- Doug Johnstone
- 16 October 2008
Ater garnering notable success with her band, Rilo Kiley, Jenny Lewis looks primed and ready for solo success, discovers Doug Johnstone
At the heart of the American dream is the ability to reinvent yourself, the idea that you can start again and do anything you set your mind to. Jenny Lewis is the embodiment of that optimistic ethos.
So far in her 32 years on the planet, Lewis has managed two intriguing and successful transformations, the first from child actress to indie kid, the second from indie kid to country soul diva.
The sultry Las Vegas-born singer who fronts American indie stalwarts Rilo Kiley, spent her formative years as an actress, starting off as a cute nipper in a Jell-O commercial. She then progressed to small roles in the likes of Baywatch and Roseanne, ultimately appearing in a string of made-for-television teen movies.
Despite having established herself in the business, Lewis ditched all that around the turn of the last decade, abandoning acting and turning to indie music in her 20s.
As frontwoman for LA-based Rilo Kiley, Lewis has spent the last few years carving out a niche for herself as a college rock poster girl, delivering pouty, intelligent performances across the band’s four albums to date. While that band are still going (on paper at least) Lewis has at the same time been undergoing another reinvention, one which started in 2006 with the release of her debut solo album, Rabbit Fur Coat.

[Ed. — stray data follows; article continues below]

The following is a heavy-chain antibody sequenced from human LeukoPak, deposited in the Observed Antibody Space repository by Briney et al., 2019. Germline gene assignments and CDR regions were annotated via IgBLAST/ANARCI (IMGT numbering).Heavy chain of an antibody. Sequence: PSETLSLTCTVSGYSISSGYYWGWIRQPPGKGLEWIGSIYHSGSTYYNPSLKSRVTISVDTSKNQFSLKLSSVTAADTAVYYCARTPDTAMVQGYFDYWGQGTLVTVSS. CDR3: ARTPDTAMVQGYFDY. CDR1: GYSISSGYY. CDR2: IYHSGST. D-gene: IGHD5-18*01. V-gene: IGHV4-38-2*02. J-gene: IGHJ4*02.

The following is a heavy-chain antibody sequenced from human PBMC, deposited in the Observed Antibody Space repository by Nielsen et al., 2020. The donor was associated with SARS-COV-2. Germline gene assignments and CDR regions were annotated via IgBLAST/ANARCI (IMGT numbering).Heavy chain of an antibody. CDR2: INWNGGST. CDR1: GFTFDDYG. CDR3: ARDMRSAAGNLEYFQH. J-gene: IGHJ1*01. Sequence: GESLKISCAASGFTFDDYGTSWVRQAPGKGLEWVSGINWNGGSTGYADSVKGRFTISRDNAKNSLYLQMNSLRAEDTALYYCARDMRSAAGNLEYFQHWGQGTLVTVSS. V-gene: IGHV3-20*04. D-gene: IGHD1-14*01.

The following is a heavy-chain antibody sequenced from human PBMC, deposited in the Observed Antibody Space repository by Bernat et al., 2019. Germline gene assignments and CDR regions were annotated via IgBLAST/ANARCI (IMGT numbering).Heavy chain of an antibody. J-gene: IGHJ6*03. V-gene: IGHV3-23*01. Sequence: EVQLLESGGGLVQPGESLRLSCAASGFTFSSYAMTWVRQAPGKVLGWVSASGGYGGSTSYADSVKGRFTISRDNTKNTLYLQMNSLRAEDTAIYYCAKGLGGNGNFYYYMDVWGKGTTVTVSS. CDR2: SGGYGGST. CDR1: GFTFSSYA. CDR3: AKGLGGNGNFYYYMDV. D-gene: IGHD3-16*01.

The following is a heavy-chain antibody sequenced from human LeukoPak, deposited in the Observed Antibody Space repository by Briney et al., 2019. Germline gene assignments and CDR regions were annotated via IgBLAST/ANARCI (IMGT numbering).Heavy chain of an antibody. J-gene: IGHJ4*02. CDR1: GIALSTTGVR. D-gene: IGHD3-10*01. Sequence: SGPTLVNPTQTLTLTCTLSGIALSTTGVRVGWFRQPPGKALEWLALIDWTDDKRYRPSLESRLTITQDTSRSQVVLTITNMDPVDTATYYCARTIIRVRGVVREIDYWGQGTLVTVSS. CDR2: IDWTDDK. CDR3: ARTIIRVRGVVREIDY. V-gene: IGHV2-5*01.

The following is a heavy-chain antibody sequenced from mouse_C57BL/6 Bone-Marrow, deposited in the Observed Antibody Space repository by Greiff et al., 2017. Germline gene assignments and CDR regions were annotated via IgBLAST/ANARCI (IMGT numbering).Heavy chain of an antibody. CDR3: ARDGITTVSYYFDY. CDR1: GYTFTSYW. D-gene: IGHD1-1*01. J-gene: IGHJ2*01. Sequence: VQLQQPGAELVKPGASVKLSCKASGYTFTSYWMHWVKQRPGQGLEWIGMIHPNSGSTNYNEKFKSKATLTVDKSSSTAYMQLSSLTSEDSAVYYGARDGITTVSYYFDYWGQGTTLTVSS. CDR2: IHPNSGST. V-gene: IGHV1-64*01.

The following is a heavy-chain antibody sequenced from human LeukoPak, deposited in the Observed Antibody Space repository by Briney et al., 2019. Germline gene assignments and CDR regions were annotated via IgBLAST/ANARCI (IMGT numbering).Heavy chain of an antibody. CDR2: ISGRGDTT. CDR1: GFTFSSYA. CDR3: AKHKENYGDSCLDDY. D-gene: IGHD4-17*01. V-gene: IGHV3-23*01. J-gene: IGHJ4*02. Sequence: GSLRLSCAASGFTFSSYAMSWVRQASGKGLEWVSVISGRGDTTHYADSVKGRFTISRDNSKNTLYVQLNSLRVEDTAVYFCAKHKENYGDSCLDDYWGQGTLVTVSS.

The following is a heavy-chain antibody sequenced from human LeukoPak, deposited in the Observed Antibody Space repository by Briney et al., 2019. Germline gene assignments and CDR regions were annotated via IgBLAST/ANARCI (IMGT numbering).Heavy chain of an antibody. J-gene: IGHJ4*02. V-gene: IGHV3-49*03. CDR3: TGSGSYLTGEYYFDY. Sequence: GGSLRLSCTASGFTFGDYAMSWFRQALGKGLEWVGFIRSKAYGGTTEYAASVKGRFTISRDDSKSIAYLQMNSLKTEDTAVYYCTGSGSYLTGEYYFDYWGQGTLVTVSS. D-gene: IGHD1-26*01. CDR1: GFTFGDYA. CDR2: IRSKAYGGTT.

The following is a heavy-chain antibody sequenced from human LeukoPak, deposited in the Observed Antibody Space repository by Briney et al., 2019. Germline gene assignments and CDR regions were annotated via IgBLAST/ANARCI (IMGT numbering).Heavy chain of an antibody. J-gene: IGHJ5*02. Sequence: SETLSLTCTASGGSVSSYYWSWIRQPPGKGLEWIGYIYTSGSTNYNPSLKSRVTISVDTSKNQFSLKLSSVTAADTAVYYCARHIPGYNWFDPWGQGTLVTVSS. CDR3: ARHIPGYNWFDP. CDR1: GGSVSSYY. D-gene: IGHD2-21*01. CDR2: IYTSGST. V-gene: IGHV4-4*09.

Up until then Lewis had been a literate, coquettish frontwoman, but her work with her band barely hinted at the depths of her solo material, the accomplished nature of her songwriting and her astonishingly developed country soul voice.
‘I’ve definitely felt the strength of my voice change over the years,’ she says. ‘It’s like working out, the more you sing the more you’re able to sing. It’s also a matter of becoming less inhibited in front of the microphone. With the solo stuff there’s inherently less pressure so I get to do what I want. I make sure I create an environment that’s comfortable and welcoming, then I can sing my heart out.’
It’s something she certainly does on new solo album Acid Tongue. Compared to the intensely focused melancholy of Rabbit Fur Coat, Acid Tongue is an explosion of riotous musical colour, a splatter of rock, country, blues, soul and gospel recorded mostly on the spur of the moment with a big smiley face on.
‘It was just a true joy to record,’ she laughs. ‘We did it in the studio for my 32nd birthday, and we had a great time, collaborating with a bunch of friends. It was definitely a lot less focused than Rabbit Fur Coat. With that record I had a very specific vision, I wanted everything to be precise, sparse and mellow, but with this record it was really more about the vibe, the songs and the collaborations.’